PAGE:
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Due to the global pandemic, there has been a drastic change in the adoption of online business. As one can imagine, altering the way companies deliver their services to customers proposes a variety of challenges, but there is one major challenge that many companies have failed to take into account: how accessible is our online content?

What is web accessibility?

Web Accessibility is the practice of making sure that your website or app is accessible to as many users as possible, and is typically focused on users with disabilities. If developers even take accessibility into consideration, most will focus on making sure their content is suitable for the most prominent disabilities: blindness, deafness, and seizure disorders. However, many other types of disabilities can affect the user experience, including color blindness, dyslexia, motor control disorders, learning disabilities, and old age. All of these have one thing in common: they make the user experience vastly different from what a developer envisions when they design a website – and often that experience is difficult and frustrating. Let’s go through some examples: three very hungry customers who are trying to order a pizza online.

laptop that is handicap accessible

Customer 1

Our first customer, Alice, is legally blind. She still has vision, but even with correction, it’s significantly blurred. So, Alice uses a screen reader on her laptop to help her navigate through websites. There are designated keys on the keyboard that she can use to direct the screen reader to read the content of a page out loud. However, she seems to be running into some trouble on the page where she decides the toppings for her pizza: the web designer chose to make all of the topping choices images with no alternative text. While a normal user can see all the toppings and make their choice, Alice can only see the colors and general outlines of the images. All she can hear is the screen reader saying “image” over and over as she selects each topping. Alice is not able to order her pizza.

Customer 2

Our second customer, Luís, is red-green color-blind. He’s picked his pizza toppings and is now trying to submit his address and contact information. The problem is, the form won’t submit. All of the fields are outlined in yellow, and no matter how many times he changes the information and tries again, the website won’t let him continue. What Luís doesn’t know is that his phone number is in the wrong format and the field is outlined in red to indicate the error. The website designer chose to highlight valid fields in green and invalid fields in red when the form is submitted. But for someone who is red-green colorblind, they all look the same. After trying again and again, Luís gives up. He isn’t able to order his pizza.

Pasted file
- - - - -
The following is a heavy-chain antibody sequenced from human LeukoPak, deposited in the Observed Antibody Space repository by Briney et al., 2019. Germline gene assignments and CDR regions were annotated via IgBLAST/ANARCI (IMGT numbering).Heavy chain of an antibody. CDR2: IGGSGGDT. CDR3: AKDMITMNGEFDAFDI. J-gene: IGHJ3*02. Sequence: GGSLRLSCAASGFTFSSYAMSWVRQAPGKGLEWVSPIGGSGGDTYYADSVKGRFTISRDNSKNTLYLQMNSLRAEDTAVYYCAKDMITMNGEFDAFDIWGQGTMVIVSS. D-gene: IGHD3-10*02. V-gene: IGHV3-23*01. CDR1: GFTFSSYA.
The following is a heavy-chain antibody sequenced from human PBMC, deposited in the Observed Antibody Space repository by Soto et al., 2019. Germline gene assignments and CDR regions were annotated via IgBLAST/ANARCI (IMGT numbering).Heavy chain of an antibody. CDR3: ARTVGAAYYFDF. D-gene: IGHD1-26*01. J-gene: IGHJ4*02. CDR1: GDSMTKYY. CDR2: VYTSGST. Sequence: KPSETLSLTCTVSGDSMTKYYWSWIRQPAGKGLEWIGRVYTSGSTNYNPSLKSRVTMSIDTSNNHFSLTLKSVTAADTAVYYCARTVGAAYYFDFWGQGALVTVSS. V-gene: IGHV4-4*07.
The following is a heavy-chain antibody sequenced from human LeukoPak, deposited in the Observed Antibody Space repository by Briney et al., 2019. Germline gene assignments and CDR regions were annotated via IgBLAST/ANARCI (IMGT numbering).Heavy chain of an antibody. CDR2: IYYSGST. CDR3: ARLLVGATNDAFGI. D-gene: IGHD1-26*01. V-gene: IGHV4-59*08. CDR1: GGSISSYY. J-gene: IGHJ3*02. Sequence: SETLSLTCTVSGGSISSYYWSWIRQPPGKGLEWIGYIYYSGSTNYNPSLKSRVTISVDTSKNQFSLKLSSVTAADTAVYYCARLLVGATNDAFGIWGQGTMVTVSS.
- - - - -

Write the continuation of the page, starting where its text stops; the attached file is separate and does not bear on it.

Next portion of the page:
Customer 3

Our third customer, Hana, is deaf. The website has had an update since the last time she used it. To order a pizza, you must create an account. However, the security has also been updated – every user must set up multi-factor authentication. After logging in, Hana is asked for her phone number. A voice call with a one time code will be sent to her so she can verify that it’s her who is logging in. Unable to hear a voice call, Hana isn’t able to log in to her account and order a pizza.

The pizza store has now lost three very frustrated, very hungry almost-customers. 

Now, these scenarios may seem a little ridiculous. Surely, a real pizza store’s website would include text to indicate the name of the topping under the image of it. It would have an error message pop up on the screen to indicate that the phone number is in the incorrect format. And if it even bothered to have multi-factor authentication, the code would also be sent as a text message or an email. But the thing is, there are real websites out there that have similarly inaccessible designs (and similarly terrible user experiences). One of those websites was Dominos. In 2019, a blind man sued them because he was unable to order a pizza on either their website or through their app. 

Why Web Accessibility Matters

The Domino’s case isn’t the only one. According to the accessibility firm UsableNet, in the past year, there have been 3,550 ADA-related digital lawsuits, a 23% increase from 2019. With this growing demand for accessible online business, companies need to start paying attention to accessibility. However, accessibility updates are often time and resource consuming. So what’s the incentive?  

For most companies, the biggest reason to become accessible is to decrease the risk of a lawsuit. The cost of lawyer fees and settlements, on top of the cost of making the updates post-lawsuit, isn’t worth it compared to the upfront costs of making a website or app accessible. For others, accessibility updates open up their business to a much wider audience. This is especially true right now when many companies are unable to provide in-person services due to policies regarding COVID-19. An accessible website means that they can provide those services or products that disabled users may not be able to get anywhere else.